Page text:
By Peter Hoskin
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though it came about from fear of a Lords defeat, the Government’s promise to crack down on the vertiginous charges imposed by payday loan companies
on their customers is still a welcome development. I wrote about these loans for the Spectator and the Times (£) last year. They’re
the sort that come with 4,000% APR attached, and can plunge people into a whirlpool
of debt, borrowing more and more just to keep up.
are arguments, some of them fairly persuasive, in favour of the Government
staying clear of this issue: that the State shouldn’t interfere in private transactions; that
these loans are only intended to be short-term fixes, and could thus be cheaper
than the charges levied for missing a bill or credit card payment; that it’s
better the high interest rates of these companies than the knuckledusters of
illegal lenders; and so on.
as I see it, the costs of inaction overwhelm all that. As I said in a section
of my Times article (and I hope you don’t mind me quoting myself):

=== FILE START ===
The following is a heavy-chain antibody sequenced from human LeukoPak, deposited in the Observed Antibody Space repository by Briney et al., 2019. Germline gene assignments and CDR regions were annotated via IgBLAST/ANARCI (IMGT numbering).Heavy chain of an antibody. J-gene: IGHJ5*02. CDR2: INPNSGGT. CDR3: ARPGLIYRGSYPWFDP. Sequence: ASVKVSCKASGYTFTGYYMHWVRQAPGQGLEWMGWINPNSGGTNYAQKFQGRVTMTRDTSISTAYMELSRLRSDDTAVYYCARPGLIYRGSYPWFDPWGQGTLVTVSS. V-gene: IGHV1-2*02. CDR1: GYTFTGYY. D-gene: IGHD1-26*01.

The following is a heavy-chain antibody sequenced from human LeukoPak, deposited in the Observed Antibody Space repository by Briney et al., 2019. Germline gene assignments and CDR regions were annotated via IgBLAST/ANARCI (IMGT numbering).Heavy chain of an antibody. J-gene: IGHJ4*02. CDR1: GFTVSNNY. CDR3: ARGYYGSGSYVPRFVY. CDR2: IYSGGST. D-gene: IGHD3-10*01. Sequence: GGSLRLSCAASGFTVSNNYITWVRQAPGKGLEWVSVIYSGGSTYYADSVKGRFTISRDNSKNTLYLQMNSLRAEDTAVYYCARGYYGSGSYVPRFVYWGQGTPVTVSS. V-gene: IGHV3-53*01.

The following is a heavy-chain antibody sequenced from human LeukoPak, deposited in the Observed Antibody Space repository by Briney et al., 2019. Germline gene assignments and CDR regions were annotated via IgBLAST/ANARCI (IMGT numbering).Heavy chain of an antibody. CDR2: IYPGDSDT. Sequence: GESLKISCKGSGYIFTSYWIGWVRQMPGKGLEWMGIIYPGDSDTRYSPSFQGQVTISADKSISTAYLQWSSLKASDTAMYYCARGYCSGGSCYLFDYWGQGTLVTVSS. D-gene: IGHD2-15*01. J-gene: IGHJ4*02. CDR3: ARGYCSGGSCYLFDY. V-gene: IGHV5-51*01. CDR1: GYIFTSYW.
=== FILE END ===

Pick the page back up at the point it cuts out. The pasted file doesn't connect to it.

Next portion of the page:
“As any member of Alcoholics
Anonymous will tell you, the first step in dealing with the problem is to recognise
it. Britain, alas, is a long way from doing that. Both the Tories and the
Liberal Democrats talked about the horror of personal debt before entering
government, but have fallen largely silent since. As a general rule, debt suits
governments as it gives the illusion of prosperity and recovery.
When George Osborne spoke of our ‘credit
card economy’ in his party conference speech last year, he was weaving a
metaphor about the state of the public finances — not referring to the very
literal fact that there are more credit cards in the country than people. It
has been left to some of Labour’s more vibrant MPs, such as Stella Creasy, to
force the issue in Parliament. And they have done so, rightly, in defence of
the least well-off, on whom loan sharks prey.
One might take a laissez-faire
stance and say that it is not particularly conservative or liberal to sift
through people’s private business. Far easier to slap a political
superinjunction on the matter, and keep shtoom.
But the political, economic and —
yes — moral reasons for the coalition to speak up are multiplying. The
debt-fuelled consumption that defined the pre-crash years is still alive and
doesn’t mean that the matter is resolved, however. We are yet to hear details
about the Government’s measures, and Labour are threatening to return their own
amendment to the Lords it if they regard those measures as insufficient. But let’s
hope it doesn’t come to that, as this is one area where policy is long overdue.